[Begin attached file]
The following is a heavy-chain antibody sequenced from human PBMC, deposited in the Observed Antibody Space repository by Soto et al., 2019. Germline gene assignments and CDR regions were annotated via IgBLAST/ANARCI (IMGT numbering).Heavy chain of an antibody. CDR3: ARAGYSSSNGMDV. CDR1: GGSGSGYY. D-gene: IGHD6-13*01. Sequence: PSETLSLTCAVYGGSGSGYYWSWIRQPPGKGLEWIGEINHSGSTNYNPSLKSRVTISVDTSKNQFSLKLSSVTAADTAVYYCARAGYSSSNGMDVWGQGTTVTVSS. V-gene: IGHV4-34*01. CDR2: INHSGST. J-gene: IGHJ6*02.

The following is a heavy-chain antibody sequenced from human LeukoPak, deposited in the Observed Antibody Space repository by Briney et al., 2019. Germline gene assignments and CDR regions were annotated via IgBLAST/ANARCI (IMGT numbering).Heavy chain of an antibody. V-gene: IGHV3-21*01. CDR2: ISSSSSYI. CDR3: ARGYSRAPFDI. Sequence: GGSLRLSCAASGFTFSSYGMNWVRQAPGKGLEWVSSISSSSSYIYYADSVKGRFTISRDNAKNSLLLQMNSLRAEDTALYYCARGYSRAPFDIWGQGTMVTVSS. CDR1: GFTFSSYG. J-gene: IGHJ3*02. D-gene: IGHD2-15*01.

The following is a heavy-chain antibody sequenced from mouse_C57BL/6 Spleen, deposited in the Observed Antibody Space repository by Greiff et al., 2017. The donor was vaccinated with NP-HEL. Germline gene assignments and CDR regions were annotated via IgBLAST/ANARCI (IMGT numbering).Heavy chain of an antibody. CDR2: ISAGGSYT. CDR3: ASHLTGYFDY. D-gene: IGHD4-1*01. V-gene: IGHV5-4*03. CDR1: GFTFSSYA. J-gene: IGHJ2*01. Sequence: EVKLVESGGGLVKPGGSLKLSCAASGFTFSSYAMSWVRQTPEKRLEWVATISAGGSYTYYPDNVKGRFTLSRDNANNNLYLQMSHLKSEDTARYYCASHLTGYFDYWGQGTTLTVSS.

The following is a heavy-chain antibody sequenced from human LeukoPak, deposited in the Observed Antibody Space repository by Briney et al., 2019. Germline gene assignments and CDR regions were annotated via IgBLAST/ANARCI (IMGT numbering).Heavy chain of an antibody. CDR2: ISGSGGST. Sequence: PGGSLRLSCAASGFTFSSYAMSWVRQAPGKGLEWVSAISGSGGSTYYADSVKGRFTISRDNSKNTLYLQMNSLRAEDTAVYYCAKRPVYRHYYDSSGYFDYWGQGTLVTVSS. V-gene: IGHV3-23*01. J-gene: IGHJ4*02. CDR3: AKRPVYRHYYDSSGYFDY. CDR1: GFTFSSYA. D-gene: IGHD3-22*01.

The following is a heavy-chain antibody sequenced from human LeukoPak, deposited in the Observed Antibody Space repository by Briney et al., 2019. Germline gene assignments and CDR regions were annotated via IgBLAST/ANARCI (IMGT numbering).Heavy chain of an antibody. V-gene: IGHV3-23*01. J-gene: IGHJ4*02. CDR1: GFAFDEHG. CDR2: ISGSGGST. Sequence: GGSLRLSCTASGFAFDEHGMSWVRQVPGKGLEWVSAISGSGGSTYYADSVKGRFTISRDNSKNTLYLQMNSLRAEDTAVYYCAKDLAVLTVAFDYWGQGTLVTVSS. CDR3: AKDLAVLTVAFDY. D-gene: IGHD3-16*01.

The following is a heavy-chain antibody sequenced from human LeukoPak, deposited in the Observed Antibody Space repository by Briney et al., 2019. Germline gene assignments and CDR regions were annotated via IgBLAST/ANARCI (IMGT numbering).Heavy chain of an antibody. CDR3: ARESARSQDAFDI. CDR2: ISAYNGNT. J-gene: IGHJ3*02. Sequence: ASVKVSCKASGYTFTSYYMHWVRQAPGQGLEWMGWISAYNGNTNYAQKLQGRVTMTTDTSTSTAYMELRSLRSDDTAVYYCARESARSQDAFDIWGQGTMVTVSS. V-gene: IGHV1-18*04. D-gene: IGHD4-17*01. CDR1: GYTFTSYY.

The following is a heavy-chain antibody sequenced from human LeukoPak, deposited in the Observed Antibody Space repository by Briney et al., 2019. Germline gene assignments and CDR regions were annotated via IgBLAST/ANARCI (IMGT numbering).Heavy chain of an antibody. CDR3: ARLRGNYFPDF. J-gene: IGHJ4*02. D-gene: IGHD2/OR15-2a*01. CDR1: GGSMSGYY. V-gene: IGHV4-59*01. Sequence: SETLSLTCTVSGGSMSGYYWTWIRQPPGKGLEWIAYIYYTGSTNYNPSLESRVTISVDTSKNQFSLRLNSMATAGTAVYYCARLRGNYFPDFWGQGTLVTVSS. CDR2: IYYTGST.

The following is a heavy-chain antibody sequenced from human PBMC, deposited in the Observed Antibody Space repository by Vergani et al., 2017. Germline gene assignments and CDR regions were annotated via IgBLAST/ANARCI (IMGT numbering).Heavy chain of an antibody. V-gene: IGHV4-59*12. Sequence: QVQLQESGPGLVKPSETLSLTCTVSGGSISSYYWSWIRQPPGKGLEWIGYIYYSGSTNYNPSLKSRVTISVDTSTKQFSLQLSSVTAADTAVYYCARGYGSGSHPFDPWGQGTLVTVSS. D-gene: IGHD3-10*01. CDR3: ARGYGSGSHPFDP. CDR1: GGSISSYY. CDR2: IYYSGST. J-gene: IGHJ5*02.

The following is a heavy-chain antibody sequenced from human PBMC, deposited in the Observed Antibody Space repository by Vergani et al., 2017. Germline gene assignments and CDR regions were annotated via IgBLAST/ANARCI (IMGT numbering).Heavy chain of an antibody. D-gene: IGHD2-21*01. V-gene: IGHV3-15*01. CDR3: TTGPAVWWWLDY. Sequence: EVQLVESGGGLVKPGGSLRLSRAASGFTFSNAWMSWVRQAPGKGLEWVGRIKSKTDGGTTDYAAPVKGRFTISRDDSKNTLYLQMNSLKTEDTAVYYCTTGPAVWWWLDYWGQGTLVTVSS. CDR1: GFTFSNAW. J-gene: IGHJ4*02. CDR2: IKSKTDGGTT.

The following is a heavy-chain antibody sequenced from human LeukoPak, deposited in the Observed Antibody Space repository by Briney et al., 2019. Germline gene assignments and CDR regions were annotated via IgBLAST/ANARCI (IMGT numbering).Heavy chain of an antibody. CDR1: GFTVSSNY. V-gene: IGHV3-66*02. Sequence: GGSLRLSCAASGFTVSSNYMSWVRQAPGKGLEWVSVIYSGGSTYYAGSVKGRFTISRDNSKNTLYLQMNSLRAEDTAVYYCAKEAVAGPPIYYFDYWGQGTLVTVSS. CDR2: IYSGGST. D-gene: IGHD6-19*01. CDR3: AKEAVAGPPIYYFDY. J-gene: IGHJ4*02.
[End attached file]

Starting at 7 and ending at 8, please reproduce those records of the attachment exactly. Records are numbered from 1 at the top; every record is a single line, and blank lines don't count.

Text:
The following is a heavy-chain antibody sequenced from human LeukoPak, deposited in the Observed Antibody Space repository by Briney et al., 2019. Germline gene assignments and CDR regions were annotated via IgBLAST/ANARCI (IMGT numbering).Heavy chain of an antibody. CDR3: ARLRGNYFPDF. J-gene: IGHJ4*02. D-gene: IGHD2/OR15-2a*01. CDR1: GGSMSGYY. V-gene: IGHV4-59*01. Sequence: SETLSLTCTVSGGSMSGYYWTWIRQPPGKGLEWIAYIYYTGSTNYNPSLESRVTISVDTSKNQFSLRLNSMATAGTAVYYCARLRGNYFPDFWGQGTLVTVSS. CDR2: IYYTGST.

The following is a heavy-chain antibody sequenced from human PBMC, deposited in the Observed Antibody Space repository by Vergani et al., 2017. Germline gene assignments and CDR regions were annotated via IgBLAST/ANARCI (IMGT numbering).Heavy chain of an antibody. V-gene: IGHV4-59*12. Sequence: QVQLQESGPGLVKPSETLSLTCTVSGGSISSYYWSWIRQPPGKGLEWIGYIYYSGSTNYNPSLKSRVTISVDTSTKQFSLQLSSVTAADTAVYYCARGYGSGSHPFDPWGQGTLVTVSS. D-gene: IGHD3-10*01. CDR3: ARGYGSGSHPFDP. CDR1: GGSISSYY. CDR2: IYYSGST. J-gene: IGHJ5*02.